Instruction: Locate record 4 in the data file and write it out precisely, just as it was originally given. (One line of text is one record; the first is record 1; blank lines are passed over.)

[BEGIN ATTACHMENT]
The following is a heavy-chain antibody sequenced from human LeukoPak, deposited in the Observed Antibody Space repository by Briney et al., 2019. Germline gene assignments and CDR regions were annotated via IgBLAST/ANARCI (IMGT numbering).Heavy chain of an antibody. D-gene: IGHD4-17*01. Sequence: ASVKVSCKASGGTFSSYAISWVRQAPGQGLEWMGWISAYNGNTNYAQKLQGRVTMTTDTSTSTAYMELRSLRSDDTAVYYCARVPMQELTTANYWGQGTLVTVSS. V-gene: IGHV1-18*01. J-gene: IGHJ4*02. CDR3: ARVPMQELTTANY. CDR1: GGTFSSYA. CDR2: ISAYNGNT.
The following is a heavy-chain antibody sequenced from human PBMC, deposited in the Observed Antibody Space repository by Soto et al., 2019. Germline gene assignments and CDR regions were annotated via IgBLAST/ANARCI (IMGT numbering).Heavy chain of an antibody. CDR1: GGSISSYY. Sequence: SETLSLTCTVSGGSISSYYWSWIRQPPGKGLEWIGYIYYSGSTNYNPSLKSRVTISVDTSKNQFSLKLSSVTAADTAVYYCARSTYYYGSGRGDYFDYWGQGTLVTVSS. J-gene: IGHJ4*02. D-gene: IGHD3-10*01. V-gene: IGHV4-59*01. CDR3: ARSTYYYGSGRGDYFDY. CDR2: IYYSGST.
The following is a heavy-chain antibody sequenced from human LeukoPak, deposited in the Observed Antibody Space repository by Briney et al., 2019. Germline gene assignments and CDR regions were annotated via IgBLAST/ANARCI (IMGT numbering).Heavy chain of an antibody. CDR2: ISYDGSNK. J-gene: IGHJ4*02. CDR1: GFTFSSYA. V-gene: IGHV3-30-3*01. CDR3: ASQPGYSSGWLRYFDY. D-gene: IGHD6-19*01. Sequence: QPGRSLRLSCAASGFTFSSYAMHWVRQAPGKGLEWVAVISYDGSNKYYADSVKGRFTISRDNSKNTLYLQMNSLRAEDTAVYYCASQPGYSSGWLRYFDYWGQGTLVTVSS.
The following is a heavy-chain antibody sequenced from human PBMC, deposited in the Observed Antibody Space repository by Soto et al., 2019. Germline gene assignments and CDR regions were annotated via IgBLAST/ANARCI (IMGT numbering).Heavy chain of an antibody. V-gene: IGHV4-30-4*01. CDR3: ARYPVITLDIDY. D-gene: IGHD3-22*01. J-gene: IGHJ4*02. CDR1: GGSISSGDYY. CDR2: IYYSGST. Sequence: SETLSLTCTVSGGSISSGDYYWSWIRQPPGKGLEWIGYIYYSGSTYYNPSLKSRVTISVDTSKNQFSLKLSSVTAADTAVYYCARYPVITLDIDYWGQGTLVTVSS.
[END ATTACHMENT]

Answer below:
The following is a heavy-chain antibody sequenced from human PBMC, deposited in the Observed Antibody Space repository by Soto et al., 2019. Germline gene assignments and CDR regions were annotated via IgBLAST/ANARCI (IMGT numbering).Heavy chain of an antibody. V-gene: IGHV4-30-4*01. CDR3: ARYPVITLDIDY. D-gene: IGHD3-22*01. J-gene: IGHJ4*02. CDR1: GGSISSGDYY. CDR2: IYYSGST. Sequence: SETLSLTCTVSGGSISSGDYYWSWIRQPPGKGLEWIGYIYYSGSTYYNPSLKSRVTISVDTSKNQFSLKLSSVTAADTAVYYCARYPVITLDIDYWGQGTLVTVSS.